The driving education for graduated licensing students will offer a supplementary course in age-to-crash statistics. A survey after the course will be administered to assess the students’ attitudes, whether they are still willing to drive, will they delay receiving full licensure, if they feel they are better informed of the risks, etc. Upon completing the provisional driver’s license course, they will be surveyed again and questioned whether they adhered to their original decisions of driving or not driving at a later age than sixteen. This collected data will be parsed and compared to the national statistics the Center for Disease Control releases annually to evaluate if a measurable change has been made by informed drivers and their affected attitudes toward driving.


Beginning with new fiscal year, a four-month period will be allotted to produce the program advocating delaying licensure to drive until a later age. A one-month prototypal period, Month 5, will be used to rollout the program and assess for audience receptivity. The following month, the midyear period, will again see release of the newly-refined program, which will correlate with the sixteen-and-a-half-year-old teenagers who are ready to begin the licensing process. This target audience will be monitored for changes in attitudes and willingness to postpone immediate licensure in favor of adopting a graduated driving program or staggering the registration process. By the year’s end, a national tally will be juxtaposed against the locally-accrued crashes, after adjusting for ages and drivers involved in the program.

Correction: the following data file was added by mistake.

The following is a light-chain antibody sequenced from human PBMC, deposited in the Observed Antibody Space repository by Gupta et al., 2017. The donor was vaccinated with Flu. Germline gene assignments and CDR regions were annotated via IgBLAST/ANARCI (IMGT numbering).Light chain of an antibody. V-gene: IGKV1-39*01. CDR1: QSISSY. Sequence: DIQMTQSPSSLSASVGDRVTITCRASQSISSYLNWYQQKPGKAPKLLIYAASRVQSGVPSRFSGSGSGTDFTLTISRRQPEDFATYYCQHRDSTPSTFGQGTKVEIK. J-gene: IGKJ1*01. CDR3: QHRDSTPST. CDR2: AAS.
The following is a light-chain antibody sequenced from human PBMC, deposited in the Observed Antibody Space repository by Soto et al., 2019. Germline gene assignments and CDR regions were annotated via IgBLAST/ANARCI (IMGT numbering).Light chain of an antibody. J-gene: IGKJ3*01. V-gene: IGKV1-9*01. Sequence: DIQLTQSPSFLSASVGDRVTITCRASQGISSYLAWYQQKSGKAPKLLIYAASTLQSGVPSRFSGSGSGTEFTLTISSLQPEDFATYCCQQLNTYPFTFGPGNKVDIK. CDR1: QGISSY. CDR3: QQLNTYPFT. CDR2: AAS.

Future Funding

The program to promote graduated driving and wait for reaching the age of seventeen to drive is expected to become self-sustaining by the normal fees and registration costs paid to the adjusted rates driving schools will make when implementing the program. Insurance companies have a stake in the matter of raising driving age limits because they will avoid the financial payout normally associated with insurance coverage for automotive crashes. Their sponsorship would continue in tandem with the annual cycle of new coverage and renewed insurance policies.


The value of this study would be establishing a correlation between raised age limits for driving and the crash rates. Scientific research has established that teenage brains benefit from longer maturation periods rather than the arbitrary date of sixteen and adoption of an older licensing age limit would provide an immediate feedback of information that strengthens the case for an older driver. It is beneficial to delay the commencement of driving to a later period, preferably at seventeen, rather than the national average of sixteen years old. The training (or lack thereof) that potential drivers receive, and the associated crash rate will be instrumental in developing new laws that are mutually beneficial to the populace, and both private and public enterprises.

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Raised age limits for driving. (2021, Oct 16). Retrieved from https://papersowl.com/examples/raised-age-limits-for-driving/